The research she conducted was significant, and it contributed to the literature on the Hispanic experience. Her research included The Addict as an Inpatient in 1963, Family Life Among Mainland Puerto Ricans in the Slums of New York City in 1976, and Chicano Aging and Mental Health in 1983. Her work on family therapy also contributed to the field of cultural perspective.
Founded the National Association of Hispanic Nurses
In 1975, a Panamanian nurse, professor, tennis instructor, and organizational administrator named Ildaura Murillo-Rhde founded the National Association of Hispano-American Nurses (NAHN). As a result of her efforts, the organization now has approximately 38,000 members. The NAHN continues to grow and develop, despite the recent influx of immigrants.
The NAHN was founded in 1975, and has been working since then to advance professional and educational opportunities for nurses of Hispanic heritage. In addition to scholarships and nursing scholarship programs, NAHN sponsors the journal Hispanic Health Care International, which highlights research involving Hispanic populations. The organization is also home to the Ildaura Murillo-Rohde Education Excellence Awards, which honor outstanding teachers.
Despite the success of the NAHN, its members continue to face numerous challenges. For instance, the number of immigrants to the United States has tripled since the 1970s, and the lack of a Latin-owned hospital is a major hindrance to advancing the field of nursing for Hispanics. But Dr. Ildaura Murillo-Rohde, who died in 2010 in Panama, paved the way for future generations of nurses.
A Panamanian-American psychiatric nurse, professor, organizational administrator, and tennis teacher, Dr. Ildaura Murillo-Rohde was an outstanding role model. She helped establish the National Association of Hispanic Nurses in 1975. In addition to her nursing career, she was a pioneering force in the field of social services for minorities.
Born in Panama, Dr. Ildaura Murillo-Rohde emigrated to the United States in 1945 and began her career in San Antonio, Texas, one of the nation’s most Hispanic cities. Although the medical profession was dominated by white women, Murillo-Rohde sought to fill this gap by promoting minority providers. After earning her undergraduate degree, she continued her education and worked in New York City’s Elmhurst General Hospital. She went on to earn her doctorate in psychiatric nursing from New York University.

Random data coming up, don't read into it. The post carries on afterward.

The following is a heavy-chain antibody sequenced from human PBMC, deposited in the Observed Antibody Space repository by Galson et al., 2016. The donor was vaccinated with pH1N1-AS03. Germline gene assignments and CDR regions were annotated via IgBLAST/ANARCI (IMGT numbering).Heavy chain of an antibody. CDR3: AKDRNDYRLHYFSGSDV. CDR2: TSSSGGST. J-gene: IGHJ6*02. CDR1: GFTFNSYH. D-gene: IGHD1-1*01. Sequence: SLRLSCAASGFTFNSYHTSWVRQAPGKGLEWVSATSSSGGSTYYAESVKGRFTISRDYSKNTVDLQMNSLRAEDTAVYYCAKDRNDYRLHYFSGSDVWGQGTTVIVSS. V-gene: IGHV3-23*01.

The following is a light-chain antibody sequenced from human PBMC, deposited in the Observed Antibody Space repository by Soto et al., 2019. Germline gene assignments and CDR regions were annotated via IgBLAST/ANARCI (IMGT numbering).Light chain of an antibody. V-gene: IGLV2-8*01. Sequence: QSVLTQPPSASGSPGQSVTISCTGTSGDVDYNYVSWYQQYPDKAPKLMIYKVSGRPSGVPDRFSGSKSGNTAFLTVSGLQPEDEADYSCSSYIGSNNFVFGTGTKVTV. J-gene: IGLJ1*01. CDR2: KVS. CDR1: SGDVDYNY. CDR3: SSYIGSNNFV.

A long and distinguished career in nursing, Murillo-Rohde’s leadership has inspired many others to join the nursing field. She earned a doctorate from New York University in 1971 and later worked in various jobs that showcased the needs of marginalized groups. In addition, she helped to establish the Spanish-speaking/Spanish surnamed nurses’ Caucus and served as its first president. She has also promoted cultural awareness in her career as a psychiatric nurse. Her achievements in nursing have earned her a fellowship from the American Academy of Nursing.
Panamanian-born nurse, professor, tennis instructor, organizational administrator, and activist, Dr. Ildaura Murillo-Rohde made great contributions to the field of nursing. She helped establish the National Association of Hispanic Nurses in 1975. Her contributions to the field of nursing are still widely known and appreciated. In the article, Dr. Murillo-Rohde shares some of her wisdom about the history of nursing.
Born in Panama, Dr. Ildaura Murillo-Rohde immigrated to the United States in 1945. She completed her nursing education at Columbia University and began her career in San Antonio. She was later recognized as a Living Legend by the American Academy of Nursing. She later worked as a psychiatric nurse and founded the first psychiatric division at Elmhurst General Hospital, where she worked as a consultant.
In addition to her work as an educator, Murillo-Rohde served as president of the National Association of Hispanic Nurses. She was the first Hispanic Nurse to receive this honor. The association is dedicated to advancing the healthcare of the Hispanic community. In addition to her work as a nursing scholar, Murillo-Rohde is a founder of the National Association of Hispanic Nurses (NAHN).
A distinguished career in nursing, Murillo-Rohde served as Dean of the State University of New York School of Nursing in Brooklyn and Professor Emeritus of the University. In addition, she was the World Health Organization’s psychiatric advisor to Guatemala, where she established a pilot program to train local personnel in psychiatric care. Google, an online media company, recognized her as a Living Legend.
Originally from Panama, Murillo-Rohde immigrated to the United States at age 25. While studying, she worked as a nurse and sought to recruit Hispanic nurses. She went on to become the first Hispanic associate dean of nursing at the University of Washington. She earned her PhD from New York University. After her first career, Murillo-Rohde worked as a psychiatric nurse and promoted cultural awareness. She later went on to earn her Masters and Doctorate degrees from New York University.